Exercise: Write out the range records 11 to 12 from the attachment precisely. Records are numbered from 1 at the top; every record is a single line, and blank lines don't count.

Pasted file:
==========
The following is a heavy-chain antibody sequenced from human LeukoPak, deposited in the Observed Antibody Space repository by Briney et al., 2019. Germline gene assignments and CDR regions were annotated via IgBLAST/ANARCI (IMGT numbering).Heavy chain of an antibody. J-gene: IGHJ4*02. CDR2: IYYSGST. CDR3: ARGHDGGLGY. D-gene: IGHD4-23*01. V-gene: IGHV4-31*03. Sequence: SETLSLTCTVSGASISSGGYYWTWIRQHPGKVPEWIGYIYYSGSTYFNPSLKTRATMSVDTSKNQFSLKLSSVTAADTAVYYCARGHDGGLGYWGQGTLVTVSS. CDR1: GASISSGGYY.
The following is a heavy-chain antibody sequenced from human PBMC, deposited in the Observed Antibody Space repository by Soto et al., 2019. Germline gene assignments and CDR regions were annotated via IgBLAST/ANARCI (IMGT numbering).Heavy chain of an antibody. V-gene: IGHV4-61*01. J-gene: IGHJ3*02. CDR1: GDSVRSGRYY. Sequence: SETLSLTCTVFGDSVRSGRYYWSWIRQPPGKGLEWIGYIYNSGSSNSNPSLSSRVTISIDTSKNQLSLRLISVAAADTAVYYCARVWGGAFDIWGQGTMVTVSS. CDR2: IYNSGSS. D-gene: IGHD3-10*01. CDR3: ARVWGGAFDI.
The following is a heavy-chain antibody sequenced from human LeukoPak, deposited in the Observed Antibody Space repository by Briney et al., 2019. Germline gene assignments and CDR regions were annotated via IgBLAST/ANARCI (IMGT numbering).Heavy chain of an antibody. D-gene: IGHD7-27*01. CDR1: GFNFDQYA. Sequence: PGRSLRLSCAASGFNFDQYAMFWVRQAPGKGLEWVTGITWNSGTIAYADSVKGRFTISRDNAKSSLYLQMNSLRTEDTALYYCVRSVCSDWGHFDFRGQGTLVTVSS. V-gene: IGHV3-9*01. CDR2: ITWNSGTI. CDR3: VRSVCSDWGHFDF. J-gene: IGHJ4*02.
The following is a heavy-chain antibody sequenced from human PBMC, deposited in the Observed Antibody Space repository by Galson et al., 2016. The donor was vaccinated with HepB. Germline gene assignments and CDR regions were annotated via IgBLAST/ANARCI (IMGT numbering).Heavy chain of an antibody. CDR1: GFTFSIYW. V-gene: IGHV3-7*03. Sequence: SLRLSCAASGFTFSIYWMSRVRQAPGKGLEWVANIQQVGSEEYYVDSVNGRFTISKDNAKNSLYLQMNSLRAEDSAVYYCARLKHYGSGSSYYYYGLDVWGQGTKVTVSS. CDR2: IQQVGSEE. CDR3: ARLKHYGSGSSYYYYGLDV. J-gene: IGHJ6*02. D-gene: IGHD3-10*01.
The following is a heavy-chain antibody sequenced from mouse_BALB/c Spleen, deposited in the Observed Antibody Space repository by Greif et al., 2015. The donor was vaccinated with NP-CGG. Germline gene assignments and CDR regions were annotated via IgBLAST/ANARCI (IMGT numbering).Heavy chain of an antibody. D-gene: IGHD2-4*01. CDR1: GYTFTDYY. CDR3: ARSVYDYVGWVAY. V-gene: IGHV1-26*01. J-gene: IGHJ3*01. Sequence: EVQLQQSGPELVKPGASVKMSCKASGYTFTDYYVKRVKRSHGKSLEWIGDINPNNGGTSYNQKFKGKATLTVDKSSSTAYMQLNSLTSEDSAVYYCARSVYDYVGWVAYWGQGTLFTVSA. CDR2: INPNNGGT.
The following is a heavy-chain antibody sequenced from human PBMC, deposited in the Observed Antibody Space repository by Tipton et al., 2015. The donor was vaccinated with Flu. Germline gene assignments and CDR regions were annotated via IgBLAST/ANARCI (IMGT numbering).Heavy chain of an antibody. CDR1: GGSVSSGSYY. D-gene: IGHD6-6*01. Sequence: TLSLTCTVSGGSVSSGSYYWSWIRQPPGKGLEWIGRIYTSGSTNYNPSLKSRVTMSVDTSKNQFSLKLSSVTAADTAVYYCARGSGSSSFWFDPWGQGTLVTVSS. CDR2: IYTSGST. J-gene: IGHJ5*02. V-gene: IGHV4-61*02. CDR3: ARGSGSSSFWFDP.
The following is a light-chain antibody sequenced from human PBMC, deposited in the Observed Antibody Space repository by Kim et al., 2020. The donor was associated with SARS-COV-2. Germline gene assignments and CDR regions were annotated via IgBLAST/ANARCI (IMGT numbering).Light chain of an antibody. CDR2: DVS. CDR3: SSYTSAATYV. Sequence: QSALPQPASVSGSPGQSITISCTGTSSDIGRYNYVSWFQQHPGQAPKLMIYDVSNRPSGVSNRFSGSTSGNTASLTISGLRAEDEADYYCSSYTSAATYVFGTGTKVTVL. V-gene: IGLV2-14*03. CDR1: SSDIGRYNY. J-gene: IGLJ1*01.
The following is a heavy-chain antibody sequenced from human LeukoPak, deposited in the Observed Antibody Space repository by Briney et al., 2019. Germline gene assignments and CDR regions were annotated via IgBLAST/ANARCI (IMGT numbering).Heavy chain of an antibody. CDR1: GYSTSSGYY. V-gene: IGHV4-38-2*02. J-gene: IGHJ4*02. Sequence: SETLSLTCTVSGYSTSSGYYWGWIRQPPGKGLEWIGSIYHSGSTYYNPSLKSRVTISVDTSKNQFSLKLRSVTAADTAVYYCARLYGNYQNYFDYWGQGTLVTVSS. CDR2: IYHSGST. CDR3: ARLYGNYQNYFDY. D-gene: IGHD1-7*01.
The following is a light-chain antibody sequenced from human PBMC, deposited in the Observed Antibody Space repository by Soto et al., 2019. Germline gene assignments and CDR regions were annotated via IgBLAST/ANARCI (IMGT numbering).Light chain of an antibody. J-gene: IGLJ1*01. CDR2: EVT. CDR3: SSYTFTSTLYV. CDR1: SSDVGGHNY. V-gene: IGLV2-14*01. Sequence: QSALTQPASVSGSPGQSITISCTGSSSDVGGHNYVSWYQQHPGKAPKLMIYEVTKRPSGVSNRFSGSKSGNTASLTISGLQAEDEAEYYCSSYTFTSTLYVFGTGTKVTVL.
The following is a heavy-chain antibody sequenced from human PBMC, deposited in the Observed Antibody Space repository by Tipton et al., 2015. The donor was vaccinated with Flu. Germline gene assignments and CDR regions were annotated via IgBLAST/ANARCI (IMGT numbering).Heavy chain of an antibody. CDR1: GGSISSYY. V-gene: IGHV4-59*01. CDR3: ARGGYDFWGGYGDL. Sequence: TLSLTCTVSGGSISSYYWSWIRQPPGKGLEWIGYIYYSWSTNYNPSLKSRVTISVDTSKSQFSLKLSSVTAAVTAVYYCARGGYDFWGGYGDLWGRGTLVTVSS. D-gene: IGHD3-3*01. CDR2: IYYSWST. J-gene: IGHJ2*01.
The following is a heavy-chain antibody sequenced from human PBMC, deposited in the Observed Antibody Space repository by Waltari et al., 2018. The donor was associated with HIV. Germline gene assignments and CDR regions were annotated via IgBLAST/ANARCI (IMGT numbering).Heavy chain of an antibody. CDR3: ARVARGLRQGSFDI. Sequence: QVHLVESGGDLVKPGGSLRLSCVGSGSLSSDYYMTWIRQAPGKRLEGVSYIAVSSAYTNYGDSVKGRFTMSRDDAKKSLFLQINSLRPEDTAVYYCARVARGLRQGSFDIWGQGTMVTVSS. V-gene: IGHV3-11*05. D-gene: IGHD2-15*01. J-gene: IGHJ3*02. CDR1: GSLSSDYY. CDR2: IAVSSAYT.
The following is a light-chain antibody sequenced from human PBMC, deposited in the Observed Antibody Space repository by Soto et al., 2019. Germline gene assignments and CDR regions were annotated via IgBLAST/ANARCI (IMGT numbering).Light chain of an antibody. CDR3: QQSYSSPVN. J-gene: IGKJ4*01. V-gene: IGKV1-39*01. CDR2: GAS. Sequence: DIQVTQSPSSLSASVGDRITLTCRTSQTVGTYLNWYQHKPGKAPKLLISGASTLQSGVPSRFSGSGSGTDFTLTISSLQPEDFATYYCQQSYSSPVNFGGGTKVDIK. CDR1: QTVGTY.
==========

The following is a heavy-chain antibody sequenced from human PBMC, deposited in the Observed Antibody Space repository by Waltari et al., 2018. The donor was associated with HIV. Germline gene assignments and CDR regions were annotated via IgBLAST/ANARCI (IMGT numbering).Heavy chain of an antibody. CDR3: ARVARGLRQGSFDI. Sequence: QVHLVESGGDLVKPGGSLRLSCVGSGSLSSDYYMTWIRQAPGKRLEGVSYIAVSSAYTNYGDSVKGRFTMSRDDAKKSLFLQINSLRPEDTAVYYCARVARGLRQGSFDIWGQGTMVTVSS. V-gene: IGHV3-11*05. D-gene: IGHD2-15*01. J-gene: IGHJ3*02. CDR1: GSLSSDYY. CDR2: IAVSSAYT.
The following is a light-chain antibody sequenced from human PBMC, deposited in the Observed Antibody Space repository by Soto et al., 2019. Germline gene assignments and CDR regions were annotated via IgBLAST/ANARCI (IMGT numbering).Light chain of an antibody. CDR3: QQSYSSPVN. J-gene: IGKJ4*01. V-gene: IGKV1-39*01. CDR2: GAS. Sequence: DIQVTQSPSSLSASVGDRITLTCRTSQTVGTYLNWYQHKPGKAPKLLISGASTLQSGVPSRFSGSGSGTDFTLTISSLQPEDFATYYCQQSYSSPVNFGGGTKVDIK. CDR1: QTVGTY.